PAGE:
Object 47 Wire: As I noted above, Wire's moving gradually toward the more pop end of its stylistic pendulations, but Object 47 is curious in that, with a couple exceptions, it works better as a whole than as isolated tracks. The lead track, released for download ahead of the album's issue, was "One of Us," and it's a fine number with a classic Colin Newman vocal melody, but it (along with the album's closer "All Fours") is one of the few tracks that works as well outside its context. Consequently, the album places a bit lower for me than it might have...although it may well be another example of a Wire album gradually rising in my estimation over the years. (CD)
The Week That Was The Week That Was; Sea from Shore School of Language: In a somewhat odd move, Field Music (one of the most intriguing acts of the past few years) split in two this year...even though the Brewis brothers still work together and some personnel are in common between each of the brothers' releases. So, instead of one new Field Music album, we get a short album (just barely 30 minutes long in each case) from two new bands. Fortunately, they're both excellent...and the other curious thing is that they're rather similar, stylistically (suggesting that the break-up was not due primarily to the usual "musical differences"). School of Language's album came out first, led by the simultaneously catchy and annoying glossolalic riff of the four-part "Rockist" (vowel-speak a la "O Superman"), and TWTW's self-titled album came along later in the year. School of Language seems more dominated by keyboards, while TWTW adds some light orchestral coloring to the mix. Both continue to sort of pointillist post-punk/prog mix of Field Music, sounding rather like Gentle Giant at times, although scaled down in terms of ambition and complexity. (CD for both)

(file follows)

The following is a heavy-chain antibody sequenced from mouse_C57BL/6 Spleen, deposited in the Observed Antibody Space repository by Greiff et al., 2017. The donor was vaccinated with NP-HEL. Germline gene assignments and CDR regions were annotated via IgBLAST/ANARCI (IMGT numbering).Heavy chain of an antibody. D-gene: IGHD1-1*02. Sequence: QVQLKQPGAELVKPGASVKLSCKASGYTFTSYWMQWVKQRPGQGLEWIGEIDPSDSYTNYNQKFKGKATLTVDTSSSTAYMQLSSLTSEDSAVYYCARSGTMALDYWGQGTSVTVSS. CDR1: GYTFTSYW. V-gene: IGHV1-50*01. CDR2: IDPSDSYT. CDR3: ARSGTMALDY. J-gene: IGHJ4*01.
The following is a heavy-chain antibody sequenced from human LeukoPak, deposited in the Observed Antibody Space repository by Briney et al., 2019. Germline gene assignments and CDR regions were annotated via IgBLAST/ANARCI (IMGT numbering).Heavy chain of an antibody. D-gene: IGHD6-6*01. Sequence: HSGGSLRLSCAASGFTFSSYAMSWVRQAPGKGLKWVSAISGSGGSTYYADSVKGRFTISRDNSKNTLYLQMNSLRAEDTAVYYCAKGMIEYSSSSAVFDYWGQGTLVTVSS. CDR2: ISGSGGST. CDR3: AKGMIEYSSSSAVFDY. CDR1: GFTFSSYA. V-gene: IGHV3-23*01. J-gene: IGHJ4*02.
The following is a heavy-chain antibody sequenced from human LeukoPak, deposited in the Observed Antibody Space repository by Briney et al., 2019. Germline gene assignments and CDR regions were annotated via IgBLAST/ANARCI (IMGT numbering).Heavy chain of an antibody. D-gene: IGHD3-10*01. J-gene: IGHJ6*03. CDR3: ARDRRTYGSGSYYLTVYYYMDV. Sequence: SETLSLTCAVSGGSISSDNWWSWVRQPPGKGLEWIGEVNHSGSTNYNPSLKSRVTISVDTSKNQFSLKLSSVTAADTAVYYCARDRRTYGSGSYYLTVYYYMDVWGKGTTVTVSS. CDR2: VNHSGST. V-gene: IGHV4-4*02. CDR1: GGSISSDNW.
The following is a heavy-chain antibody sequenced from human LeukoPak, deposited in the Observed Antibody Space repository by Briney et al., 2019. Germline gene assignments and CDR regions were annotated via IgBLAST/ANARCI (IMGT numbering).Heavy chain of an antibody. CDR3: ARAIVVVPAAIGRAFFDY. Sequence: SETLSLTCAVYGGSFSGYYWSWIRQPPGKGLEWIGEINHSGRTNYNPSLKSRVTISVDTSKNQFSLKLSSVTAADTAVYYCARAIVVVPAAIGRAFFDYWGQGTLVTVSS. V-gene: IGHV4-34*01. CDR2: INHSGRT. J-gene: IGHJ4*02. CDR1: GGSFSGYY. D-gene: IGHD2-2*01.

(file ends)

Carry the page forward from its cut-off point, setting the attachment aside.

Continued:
Summer of the Whore Shannon McArdle: This is probably the most ruthless post-break-up album I've heard - ruthless both toward the singer's ex and toward herself (the "whore" of the title track isn't her ex's new lover, it's herself). Musically, it's first-rate Chicago-school avant-pop: some country, some folk, some post-rock touches, careful arrangements and production, all done with a great degree of skill, craft, and intensity. (DL)
One interesting thing about this section: a number of artists whose albums have frequently made the top reaches of my listings ended up here, in the second half of the top fifty. I'm not sure yet if that means they're subpar releases for those acts, or if they're just suffering from the "oh, another decent album from this band again" syndrome.
Doleful Lions 7, Aimee Mann @#%&*! Smilers, R.E.M. Accelerate, Jenny Lewis Acid Tongue, Stereolab Chemical Chords, Future of the Left Curses, The Magnetic Fields Distortion, Tokyo Police Club Elephant Shell, David Byrne & Brian Eno Everything That Happens Will Happen Today, Sparks Exotic Creatures of the Deep, The Fall Imperial Wax Solvent, The Helio Sequence Keep Your Eyes Ahead, Atlas Sound Let the Blind Lead Those Who Can See But Cannot Feel, The Raveonettes Lust Lust Lust, Deerhunter Microcastle, Elvis Costello & the Imposters Momofuku, No Age Nouns, Deerhoof Offend Maggie, Of Montreal Skeletal Lamping, The Hold Steady Stay Positive, Robert Forster The Evangelist, American Music Club The Golden Age, Destroyer Trouble in Dreams, The Baseball Project Volume 1: Frozen Ropes and Dying Quails, Fever Marlene White China, The Walkmen You & Me
(If anyone cares, this link brings you to a chart listing the above as well as all the other 2008 albums I acquired, including those I haven't had a chance to listen to - a couple of which have potential to dislodge some of the above.)
The next entry will contain the playlist of tracks from my top 20 albums of 2008.